By John Wasik
CHICAGO Nov 16 The "core and satellite"
strategy for portfolio management is an elegant and simple
approach that will not only help you diversify but allow you to
reduce your country and political risk.
Your core consists of broad indexes of stocks and bonds with
exchange-traded funds like the Vanguard Total World Stock Index
ETF and the Schwab U.S. Aggregate Bond ETF.
Then you can have some fun by working on satellite holdings
that include emerging markets, specialized themes and dividend
payers. These are more specialized investments that focus on
long-term global growth and help distance you from increasing
volatility and the slow-growth economies of the U.S. and Europe.
Although you can set your allocation any way you'd like to
accommodate your long-term goals and risk tolerance, a
boilerplate mix would be about 60 percent core holdings and 40
percent satellites. This would follow an investment policy
statement that you put in place and review once a year.
As a general rule, your core-and-satellite approach should
reflect where you are in life. There is no one right approach,
but those near or in retirement might want to have their
satellites focus on increasing yield with vehicles like master
limited partnerships or non-U.S. bonds while reducing exposure
to the U.S. bond market. Younger investors might want to focus
on specific promising sectors like technology or infrastructure
while sampling small-cap international companies.
The number of sectors in your satellites depends upon your
specific written goals and what you need. Do you have emerging
markets represented in your portfolio? Is most of your stock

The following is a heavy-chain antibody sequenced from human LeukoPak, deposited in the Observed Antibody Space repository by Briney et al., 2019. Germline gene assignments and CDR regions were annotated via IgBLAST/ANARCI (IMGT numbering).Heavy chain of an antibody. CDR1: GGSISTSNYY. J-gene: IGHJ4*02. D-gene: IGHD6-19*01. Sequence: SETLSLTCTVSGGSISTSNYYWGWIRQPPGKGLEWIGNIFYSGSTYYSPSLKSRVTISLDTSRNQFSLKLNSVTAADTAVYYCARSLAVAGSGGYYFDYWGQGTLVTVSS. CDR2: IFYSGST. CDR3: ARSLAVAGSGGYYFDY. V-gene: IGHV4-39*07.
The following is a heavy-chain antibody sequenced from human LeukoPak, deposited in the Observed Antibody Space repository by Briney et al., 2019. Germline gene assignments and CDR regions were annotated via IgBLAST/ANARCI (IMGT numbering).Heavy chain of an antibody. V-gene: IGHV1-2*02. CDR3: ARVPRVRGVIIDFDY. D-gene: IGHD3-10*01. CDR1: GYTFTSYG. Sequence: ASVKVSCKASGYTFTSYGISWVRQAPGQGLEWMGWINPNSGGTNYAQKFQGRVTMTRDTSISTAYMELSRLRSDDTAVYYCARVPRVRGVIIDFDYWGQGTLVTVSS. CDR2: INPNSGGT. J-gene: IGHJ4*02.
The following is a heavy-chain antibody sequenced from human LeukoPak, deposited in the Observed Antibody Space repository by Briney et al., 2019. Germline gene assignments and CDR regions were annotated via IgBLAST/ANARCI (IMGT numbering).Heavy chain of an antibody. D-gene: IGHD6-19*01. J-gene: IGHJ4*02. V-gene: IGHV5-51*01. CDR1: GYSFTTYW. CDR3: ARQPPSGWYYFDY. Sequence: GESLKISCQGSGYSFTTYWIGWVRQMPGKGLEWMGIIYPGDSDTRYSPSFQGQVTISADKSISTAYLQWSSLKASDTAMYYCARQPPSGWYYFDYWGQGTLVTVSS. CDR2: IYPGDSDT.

allocation concentrated in one country or one style of investing
such as mega-cap growth (think S&P 500)? Fill in the gaps with
Here are some investments to consider for your satellites:
1. Emerging market growth for those overconcentrated in
Since all economies are linked in some way, the economic
pain of the U.S. and Europe is felt around the world. The global
economy will grow at a 3.3 percent rate in 2013, according to
the International Monetary Fund.
Real (after inflation) growth in Latin America, however, is
expected to reach 4 percent, with resource-rich Brazil the main
engine in that region.
Good vehicles to capture this growth include the EGShares
Brazil Infrastructure Index fund and the PowerShares
FTSE RAFI Pacific ex-Japan Portfolio. The latter fund
excludes Japan, which will continue to struggle.
But there are even brighter spots: Sub-Saharan Africa is set
for 5.7 percent growth next year, India for 6 percent and China
for 8.2 percent, the IMF says.
2. International utilities
Given population growth, infrastructure building in
developing countries is likely to continue - expect expanded
utility grids, roads, water works and all of the trappings of
Two funds that specialize in this development are the SPDR
S&P International Utilities Sector ETF and the iShares
S&P Global Infrastructure fund, which also includes U.S.
companies that pay steady dividends.
3. Individual countries
Turkey has been growing at more than 8 percent, which puts
it in a league with China. It has a relatively young population
and it poised for global trade.
You can sample the country's stocks through the iShares MSCI
Turkey Investable Market Index ETF, which is up nearly
50 percent year to date through Nov. 14.
Another lesser-known growth magnet is Thailand, represented
by the iShares MSCI Thailand Investable Market Index, up
more than 26 percent through Oct. 30.
A third pillar of my least-heralded growth candidates is
Mexico. The iShares MSCI Mexico Investable Market Index
offers a sampling of global stocks such as CEMEX, the cement
company, and Grupo Modelo, the beer producer. The ETF is up
about 23 percent through Oct. 31.
As optimistic as I am about these countries, I also build a
lot of uncertainty risk into my model. Europe is still hobbled
by its debt and austerity crisis and the U.S. is trying to
resolve its debt ceiling and fiscal cliff threat. These problems
still may spill over into emerging markets. A renewed global
banking crisis or U.S. retrenchment could darken the picture
even more, so keep in mind that your satellites should not be
dominant portfolio positions and long-term holds.